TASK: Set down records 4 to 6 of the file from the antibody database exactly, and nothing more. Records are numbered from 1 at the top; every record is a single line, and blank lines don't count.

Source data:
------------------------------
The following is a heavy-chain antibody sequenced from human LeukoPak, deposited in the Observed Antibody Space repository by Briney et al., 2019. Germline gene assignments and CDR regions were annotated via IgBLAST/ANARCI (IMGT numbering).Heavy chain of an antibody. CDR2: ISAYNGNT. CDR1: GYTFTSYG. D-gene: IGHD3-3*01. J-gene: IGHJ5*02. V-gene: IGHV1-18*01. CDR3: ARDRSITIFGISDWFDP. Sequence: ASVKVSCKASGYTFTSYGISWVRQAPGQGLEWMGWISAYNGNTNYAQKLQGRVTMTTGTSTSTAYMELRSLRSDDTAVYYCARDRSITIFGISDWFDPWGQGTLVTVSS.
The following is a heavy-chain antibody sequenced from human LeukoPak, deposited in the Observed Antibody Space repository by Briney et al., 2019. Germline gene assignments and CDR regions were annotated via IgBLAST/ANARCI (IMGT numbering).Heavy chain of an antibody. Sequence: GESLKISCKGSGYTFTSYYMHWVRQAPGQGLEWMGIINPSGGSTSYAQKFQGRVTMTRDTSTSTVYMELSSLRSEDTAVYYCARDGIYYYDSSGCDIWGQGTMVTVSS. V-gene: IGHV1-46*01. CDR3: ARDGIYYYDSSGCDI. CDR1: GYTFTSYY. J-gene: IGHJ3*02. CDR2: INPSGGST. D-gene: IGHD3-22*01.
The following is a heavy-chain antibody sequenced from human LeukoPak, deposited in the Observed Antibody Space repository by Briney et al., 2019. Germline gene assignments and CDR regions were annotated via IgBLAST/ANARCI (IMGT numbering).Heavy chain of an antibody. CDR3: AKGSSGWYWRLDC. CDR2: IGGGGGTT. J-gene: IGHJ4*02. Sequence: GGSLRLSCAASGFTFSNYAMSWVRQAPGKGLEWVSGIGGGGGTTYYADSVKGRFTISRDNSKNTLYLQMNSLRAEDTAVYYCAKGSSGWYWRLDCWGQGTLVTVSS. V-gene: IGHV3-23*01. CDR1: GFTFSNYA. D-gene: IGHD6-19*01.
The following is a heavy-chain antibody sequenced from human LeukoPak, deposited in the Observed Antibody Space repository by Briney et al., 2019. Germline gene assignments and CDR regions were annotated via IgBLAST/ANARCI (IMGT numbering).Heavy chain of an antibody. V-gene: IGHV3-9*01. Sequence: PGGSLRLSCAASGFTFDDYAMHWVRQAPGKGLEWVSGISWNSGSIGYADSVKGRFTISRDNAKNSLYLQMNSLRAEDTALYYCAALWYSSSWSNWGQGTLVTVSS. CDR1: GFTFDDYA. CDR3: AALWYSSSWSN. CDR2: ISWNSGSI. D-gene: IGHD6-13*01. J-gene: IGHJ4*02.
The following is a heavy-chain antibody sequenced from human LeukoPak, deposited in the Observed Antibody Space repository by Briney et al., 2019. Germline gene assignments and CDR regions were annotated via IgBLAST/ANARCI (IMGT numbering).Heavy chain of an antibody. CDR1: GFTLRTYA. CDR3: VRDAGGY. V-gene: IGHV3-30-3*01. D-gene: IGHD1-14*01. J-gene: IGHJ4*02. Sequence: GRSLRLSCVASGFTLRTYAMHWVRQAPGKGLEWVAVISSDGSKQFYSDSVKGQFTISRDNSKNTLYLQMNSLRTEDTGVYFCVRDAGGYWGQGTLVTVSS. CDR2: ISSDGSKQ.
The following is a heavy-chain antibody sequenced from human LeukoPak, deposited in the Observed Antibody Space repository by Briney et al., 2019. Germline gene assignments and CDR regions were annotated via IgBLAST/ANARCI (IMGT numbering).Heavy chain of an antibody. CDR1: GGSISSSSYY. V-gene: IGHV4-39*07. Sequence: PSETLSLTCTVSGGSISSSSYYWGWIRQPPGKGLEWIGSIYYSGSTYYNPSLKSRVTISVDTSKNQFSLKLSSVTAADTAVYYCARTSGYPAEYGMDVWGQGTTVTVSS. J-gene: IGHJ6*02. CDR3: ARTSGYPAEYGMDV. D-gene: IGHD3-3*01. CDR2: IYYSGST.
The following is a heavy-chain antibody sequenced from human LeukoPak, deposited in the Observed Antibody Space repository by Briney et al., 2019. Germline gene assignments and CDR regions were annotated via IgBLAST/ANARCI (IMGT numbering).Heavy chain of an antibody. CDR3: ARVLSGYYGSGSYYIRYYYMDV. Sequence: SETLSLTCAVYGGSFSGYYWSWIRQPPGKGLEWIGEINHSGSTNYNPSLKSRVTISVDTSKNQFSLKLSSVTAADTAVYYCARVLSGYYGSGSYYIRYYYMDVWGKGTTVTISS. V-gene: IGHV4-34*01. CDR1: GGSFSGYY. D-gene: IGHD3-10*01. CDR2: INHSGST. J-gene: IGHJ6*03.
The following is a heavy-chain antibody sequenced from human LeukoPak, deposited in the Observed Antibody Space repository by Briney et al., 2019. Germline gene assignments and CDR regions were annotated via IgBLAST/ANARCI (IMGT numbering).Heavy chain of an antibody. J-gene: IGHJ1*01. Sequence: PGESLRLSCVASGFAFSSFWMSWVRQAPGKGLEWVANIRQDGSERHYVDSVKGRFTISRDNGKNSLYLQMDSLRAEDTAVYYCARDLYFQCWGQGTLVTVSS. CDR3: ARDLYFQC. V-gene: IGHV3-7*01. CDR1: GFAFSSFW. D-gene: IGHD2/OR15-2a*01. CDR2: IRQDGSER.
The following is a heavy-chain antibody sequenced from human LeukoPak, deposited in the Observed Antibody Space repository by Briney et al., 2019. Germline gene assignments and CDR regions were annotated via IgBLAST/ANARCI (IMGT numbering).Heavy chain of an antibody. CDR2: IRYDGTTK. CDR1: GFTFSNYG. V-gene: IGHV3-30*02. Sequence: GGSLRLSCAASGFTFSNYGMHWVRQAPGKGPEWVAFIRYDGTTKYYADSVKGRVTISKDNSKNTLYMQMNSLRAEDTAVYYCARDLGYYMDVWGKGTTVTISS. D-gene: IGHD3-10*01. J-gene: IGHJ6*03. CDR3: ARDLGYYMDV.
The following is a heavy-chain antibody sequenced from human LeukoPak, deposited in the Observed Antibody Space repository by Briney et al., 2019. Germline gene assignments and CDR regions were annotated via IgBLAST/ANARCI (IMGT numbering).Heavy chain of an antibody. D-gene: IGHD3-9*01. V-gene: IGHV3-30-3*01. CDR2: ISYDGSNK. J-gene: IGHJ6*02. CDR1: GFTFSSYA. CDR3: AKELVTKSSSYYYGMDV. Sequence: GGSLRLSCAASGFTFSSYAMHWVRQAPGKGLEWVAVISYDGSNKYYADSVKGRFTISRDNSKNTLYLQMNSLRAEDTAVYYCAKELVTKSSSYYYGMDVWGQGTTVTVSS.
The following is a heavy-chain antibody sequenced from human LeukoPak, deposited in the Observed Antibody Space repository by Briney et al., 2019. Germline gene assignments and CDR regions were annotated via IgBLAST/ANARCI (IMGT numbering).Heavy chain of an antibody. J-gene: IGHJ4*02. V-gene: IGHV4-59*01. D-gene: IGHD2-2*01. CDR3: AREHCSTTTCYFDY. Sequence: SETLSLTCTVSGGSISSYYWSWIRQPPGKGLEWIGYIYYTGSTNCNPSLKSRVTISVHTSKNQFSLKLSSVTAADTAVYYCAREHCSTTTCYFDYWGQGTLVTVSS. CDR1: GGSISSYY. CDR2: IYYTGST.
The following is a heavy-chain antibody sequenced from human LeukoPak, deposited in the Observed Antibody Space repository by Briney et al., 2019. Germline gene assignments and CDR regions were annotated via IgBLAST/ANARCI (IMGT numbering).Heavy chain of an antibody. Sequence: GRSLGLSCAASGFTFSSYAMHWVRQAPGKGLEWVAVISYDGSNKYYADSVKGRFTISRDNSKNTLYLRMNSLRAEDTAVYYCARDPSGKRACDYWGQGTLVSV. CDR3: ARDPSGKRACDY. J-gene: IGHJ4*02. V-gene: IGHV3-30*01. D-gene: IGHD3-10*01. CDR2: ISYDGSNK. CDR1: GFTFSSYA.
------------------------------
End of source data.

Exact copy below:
The following is a heavy-chain antibody sequenced from human LeukoPak, deposited in the Observed Antibody Space repository by Briney et al., 2019. Germline gene assignments and CDR regions were annotated via IgBLAST/ANARCI (IMGT numbering).Heavy chain of an antibody. V-gene: IGHV3-9*01. Sequence: PGGSLRLSCAASGFTFDDYAMHWVRQAPGKGLEWVSGISWNSGSIGYADSVKGRFTISRDNAKNSLYLQMNSLRAEDTALYYCAALWYSSSWSNWGQGTLVTVSS. CDR1: GFTFDDYA. CDR3: AALWYSSSWSN. CDR2: ISWNSGSI. D-gene: IGHD6-13*01. J-gene: IGHJ4*02.
The following is a heavy-chain antibody sequenced from human LeukoPak, deposited in the Observed Antibody Space repository by Briney et al., 2019. Germline gene assignments and CDR regions were annotated via IgBLAST/ANARCI (IMGT numbering).Heavy chain of an antibody. CDR1: GFTLRTYA. CDR3: VRDAGGY. V-gene: IGHV3-30-3*01. D-gene: IGHD1-14*01. J-gene: IGHJ4*02. Sequence: GRSLRLSCVASGFTLRTYAMHWVRQAPGKGLEWVAVISSDGSKQFYSDSVKGQFTISRDNSKNTLYLQMNSLRTEDTGVYFCVRDAGGYWGQGTLVTVSS. CDR2: ISSDGSKQ.
The following is a heavy-chain antibody sequenced from human LeukoPak, deposited in the Observed Antibody Space repository by Briney et al., 2019. Germline gene assignments and CDR regions were annotated via IgBLAST/ANARCI (IMGT numbering).Heavy chain of an antibody. CDR1: GGSISSSSYY. V-gene: IGHV4-39*07. Sequence: PSETLSLTCTVSGGSISSSSYYWGWIRQPPGKGLEWIGSIYYSGSTYYNPSLKSRVTISVDTSKNQFSLKLSSVTAADTAVYYCARTSGYPAEYGMDVWGQGTTVTVSS. J-gene: IGHJ6*02. CDR3: ARTSGYPAEYGMDV. D-gene: IGHD3-3*01. CDR2: IYYSGST.